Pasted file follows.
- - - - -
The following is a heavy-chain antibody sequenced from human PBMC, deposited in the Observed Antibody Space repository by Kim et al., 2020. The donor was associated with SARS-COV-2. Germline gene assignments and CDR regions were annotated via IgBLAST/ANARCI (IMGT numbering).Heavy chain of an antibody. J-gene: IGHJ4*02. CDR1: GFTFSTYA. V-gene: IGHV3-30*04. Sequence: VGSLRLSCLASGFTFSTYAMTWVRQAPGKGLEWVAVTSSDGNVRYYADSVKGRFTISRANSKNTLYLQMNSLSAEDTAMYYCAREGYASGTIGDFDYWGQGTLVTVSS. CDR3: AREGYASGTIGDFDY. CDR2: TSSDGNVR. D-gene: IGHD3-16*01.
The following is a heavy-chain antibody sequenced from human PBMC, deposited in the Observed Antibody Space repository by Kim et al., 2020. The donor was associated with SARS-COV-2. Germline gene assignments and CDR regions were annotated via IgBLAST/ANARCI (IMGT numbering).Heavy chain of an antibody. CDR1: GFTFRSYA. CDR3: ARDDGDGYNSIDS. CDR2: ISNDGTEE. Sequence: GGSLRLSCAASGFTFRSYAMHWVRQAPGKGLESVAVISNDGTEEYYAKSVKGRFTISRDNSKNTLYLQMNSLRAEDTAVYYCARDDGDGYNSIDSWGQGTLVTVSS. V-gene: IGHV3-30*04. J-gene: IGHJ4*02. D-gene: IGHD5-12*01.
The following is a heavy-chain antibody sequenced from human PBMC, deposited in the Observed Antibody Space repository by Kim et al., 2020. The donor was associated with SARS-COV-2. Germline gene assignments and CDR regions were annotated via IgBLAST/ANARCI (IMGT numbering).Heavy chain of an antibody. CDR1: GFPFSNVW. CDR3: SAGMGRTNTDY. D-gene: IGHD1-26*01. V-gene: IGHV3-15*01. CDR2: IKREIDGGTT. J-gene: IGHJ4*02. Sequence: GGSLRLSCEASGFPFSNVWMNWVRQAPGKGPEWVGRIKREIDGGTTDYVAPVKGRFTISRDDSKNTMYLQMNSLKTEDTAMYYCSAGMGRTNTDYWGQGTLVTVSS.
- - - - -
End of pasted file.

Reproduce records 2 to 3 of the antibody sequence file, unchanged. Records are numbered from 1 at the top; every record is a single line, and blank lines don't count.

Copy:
The following is a heavy-chain antibody sequenced from human PBMC, deposited in the Observed Antibody Space repository by Kim et al., 2020. The donor was associated with SARS-COV-2. Germline gene assignments and CDR regions were annotated via IgBLAST/ANARCI (IMGT numbering).Heavy chain of an antibody. CDR1: GFTFRSYA. CDR3: ARDDGDGYNSIDS. CDR2: ISNDGTEE. Sequence: GGSLRLSCAASGFTFRSYAMHWVRQAPGKGLESVAVISNDGTEEYYAKSVKGRFTISRDNSKNTLYLQMNSLRAEDTAVYYCARDDGDGYNSIDSWGQGTLVTVSS. V-gene: IGHV3-30*04. J-gene: IGHJ4*02. D-gene: IGHD5-12*01.
The following is a heavy-chain antibody sequenced from human PBMC, deposited in the Observed Antibody Space repository by Kim et al., 2020. The donor was associated with SARS-COV-2. Germline gene assignments and CDR regions were annotated via IgBLAST/ANARCI (IMGT numbering).Heavy chain of an antibody. CDR1: GFPFSNVW. CDR3: SAGMGRTNTDY. D-gene: IGHD1-26*01. V-gene: IGHV3-15*01. CDR2: IKREIDGGTT. J-gene: IGHJ4*02. Sequence: GGSLRLSCEASGFPFSNVWMNWVRQAPGKGPEWVGRIKREIDGGTTDYVAPVKGRFTISRDDSKNTMYLQMNSLKTEDTAMYYCSAGMGRTNTDYWGQGTLVTVSS.